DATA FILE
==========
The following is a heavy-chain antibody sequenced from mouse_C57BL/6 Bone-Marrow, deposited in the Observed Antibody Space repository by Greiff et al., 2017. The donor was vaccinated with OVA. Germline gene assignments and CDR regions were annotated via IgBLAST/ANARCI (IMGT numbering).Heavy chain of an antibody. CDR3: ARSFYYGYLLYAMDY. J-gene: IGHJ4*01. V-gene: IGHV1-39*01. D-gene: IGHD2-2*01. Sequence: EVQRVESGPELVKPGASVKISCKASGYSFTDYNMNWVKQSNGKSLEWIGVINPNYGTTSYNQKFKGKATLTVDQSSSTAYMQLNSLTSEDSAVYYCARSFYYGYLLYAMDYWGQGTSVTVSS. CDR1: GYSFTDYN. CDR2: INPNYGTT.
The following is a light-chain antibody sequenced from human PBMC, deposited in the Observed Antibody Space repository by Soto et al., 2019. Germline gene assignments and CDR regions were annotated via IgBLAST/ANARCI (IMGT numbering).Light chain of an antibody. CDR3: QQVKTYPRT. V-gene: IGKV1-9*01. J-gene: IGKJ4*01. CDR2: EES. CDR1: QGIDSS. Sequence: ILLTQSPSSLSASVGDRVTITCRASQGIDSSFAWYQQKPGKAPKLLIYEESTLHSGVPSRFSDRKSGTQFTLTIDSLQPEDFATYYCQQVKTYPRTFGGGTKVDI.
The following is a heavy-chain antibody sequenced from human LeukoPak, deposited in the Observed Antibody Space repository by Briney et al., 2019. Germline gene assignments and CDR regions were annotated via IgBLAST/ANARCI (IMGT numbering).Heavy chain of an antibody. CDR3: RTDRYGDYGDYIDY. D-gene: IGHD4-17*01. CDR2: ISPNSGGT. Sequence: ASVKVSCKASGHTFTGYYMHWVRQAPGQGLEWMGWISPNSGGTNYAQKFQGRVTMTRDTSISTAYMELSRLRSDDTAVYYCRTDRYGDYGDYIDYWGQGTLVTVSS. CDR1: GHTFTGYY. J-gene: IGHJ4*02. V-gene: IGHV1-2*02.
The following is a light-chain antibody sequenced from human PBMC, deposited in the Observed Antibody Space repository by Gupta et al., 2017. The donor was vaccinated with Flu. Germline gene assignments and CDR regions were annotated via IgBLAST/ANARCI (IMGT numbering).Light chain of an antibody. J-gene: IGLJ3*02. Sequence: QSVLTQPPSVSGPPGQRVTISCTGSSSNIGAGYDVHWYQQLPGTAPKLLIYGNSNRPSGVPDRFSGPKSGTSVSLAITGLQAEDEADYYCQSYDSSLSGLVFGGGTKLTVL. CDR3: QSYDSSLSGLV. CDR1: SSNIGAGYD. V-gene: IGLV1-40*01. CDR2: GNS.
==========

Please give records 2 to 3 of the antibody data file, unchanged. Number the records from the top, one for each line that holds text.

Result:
The following is a light-chain antibody sequenced from human PBMC, deposited in the Observed Antibody Space repository by Soto et al., 2019. Germline gene assignments and CDR regions were annotated via IgBLAST/ANARCI (IMGT numbering).Light chain of an antibody. CDR3: QQVKTYPRT. V-gene: IGKV1-9*01. J-gene: IGKJ4*01. CDR2: EES. CDR1: QGIDSS. Sequence: ILLTQSPSSLSASVGDRVTITCRASQGIDSSFAWYQQKPGKAPKLLIYEESTLHSGVPSRFSDRKSGTQFTLTIDSLQPEDFATYYCQQVKTYPRTFGGGTKVDI.
The following is a heavy-chain antibody sequenced from human LeukoPak, deposited in the Observed Antibody Space repository by Briney et al., 2019. Germline gene assignments and CDR regions were annotated via IgBLAST/ANARCI (IMGT numbering).Heavy chain of an antibody. CDR3: RTDRYGDYGDYIDY. D-gene: IGHD4-17*01. CDR2: ISPNSGGT. Sequence: ASVKVSCKASGHTFTGYYMHWVRQAPGQGLEWMGWISPNSGGTNYAQKFQGRVTMTRDTSISTAYMELSRLRSDDTAVYYCRTDRYGDYGDYIDYWGQGTLVTVSS. CDR1: GHTFTGYY. J-gene: IGHJ4*02. V-gene: IGHV1-2*02.